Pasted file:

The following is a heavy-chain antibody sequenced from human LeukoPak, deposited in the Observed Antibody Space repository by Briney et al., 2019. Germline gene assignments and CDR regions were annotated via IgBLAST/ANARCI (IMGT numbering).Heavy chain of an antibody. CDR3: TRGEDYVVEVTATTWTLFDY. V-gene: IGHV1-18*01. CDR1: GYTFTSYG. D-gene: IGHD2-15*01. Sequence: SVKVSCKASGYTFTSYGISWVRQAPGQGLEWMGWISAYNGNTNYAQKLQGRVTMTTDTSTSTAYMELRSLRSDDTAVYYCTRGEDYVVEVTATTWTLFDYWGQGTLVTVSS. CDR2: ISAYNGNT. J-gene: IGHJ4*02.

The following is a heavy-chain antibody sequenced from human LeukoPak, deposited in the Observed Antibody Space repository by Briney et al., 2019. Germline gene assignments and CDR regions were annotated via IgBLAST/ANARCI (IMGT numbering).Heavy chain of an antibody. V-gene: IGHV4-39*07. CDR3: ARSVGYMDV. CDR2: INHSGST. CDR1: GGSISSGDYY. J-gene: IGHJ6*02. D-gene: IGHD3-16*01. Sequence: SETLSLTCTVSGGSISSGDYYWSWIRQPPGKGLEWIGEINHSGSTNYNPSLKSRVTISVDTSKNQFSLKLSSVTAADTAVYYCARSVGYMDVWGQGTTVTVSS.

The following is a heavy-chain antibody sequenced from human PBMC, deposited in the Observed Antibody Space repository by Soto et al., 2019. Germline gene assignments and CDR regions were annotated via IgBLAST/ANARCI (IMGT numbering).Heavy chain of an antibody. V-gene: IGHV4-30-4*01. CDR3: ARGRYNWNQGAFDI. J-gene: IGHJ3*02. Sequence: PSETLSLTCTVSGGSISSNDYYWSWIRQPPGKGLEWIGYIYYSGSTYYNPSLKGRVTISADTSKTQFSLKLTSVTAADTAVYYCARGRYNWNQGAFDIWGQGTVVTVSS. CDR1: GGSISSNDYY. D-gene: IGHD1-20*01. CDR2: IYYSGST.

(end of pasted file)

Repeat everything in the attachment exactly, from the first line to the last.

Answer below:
The following is a heavy-chain antibody sequenced from human LeukoPak, deposited in the Observed Antibody Space repository by Briney et al., 2019. Germline gene assignments and CDR regions were annotated via IgBLAST/ANARCI (IMGT numbering).Heavy chain of an antibody. CDR3: TRGEDYVVEVTATTWTLFDY. V-gene: IGHV1-18*01. CDR1: GYTFTSYG. D-gene: IGHD2-15*01. Sequence: SVKVSCKASGYTFTSYGISWVRQAPGQGLEWMGWISAYNGNTNYAQKLQGRVTMTTDTSTSTAYMELRSLRSDDTAVYYCTRGEDYVVEVTATTWTLFDYWGQGTLVTVSS. CDR2: ISAYNGNT. J-gene: IGHJ4*02.

The following is a heavy-chain antibody sequenced from human LeukoPak, deposited in the Observed Antibody Space repository by Briney et al., 2019. Germline gene assignments and CDR regions were annotated via IgBLAST/ANARCI (IMGT numbering).Heavy chain of an antibody. V-gene: IGHV4-39*07. CDR3: ARSVGYMDV. CDR2: INHSGST. CDR1: GGSISSGDYY. J-gene: IGHJ6*02. D-gene: IGHD3-16*01. Sequence: SETLSLTCTVSGGSISSGDYYWSWIRQPPGKGLEWIGEINHSGSTNYNPSLKSRVTISVDTSKNQFSLKLSSVTAADTAVYYCARSVGYMDVWGQGTTVTVSS.

The following is a heavy-chain antibody sequenced from human PBMC, deposited in the Observed Antibody Space repository by Soto et al., 2019. Germline gene assignments and CDR regions were annotated via IgBLAST/ANARCI (IMGT numbering).Heavy chain of an antibody. V-gene: IGHV4-30-4*01. CDR3: ARGRYNWNQGAFDI. J-gene: IGHJ3*02. Sequence: PSETLSLTCTVSGGSISSNDYYWSWIRQPPGKGLEWIGYIYYSGSTYYNPSLKGRVTISADTSKTQFSLKLTSVTAADTAVYYCARGRYNWNQGAFDIWGQGTVVTVSS. CDR1: GGSISSNDYY. D-gene: IGHD1-20*01. CDR2: IYYSGST.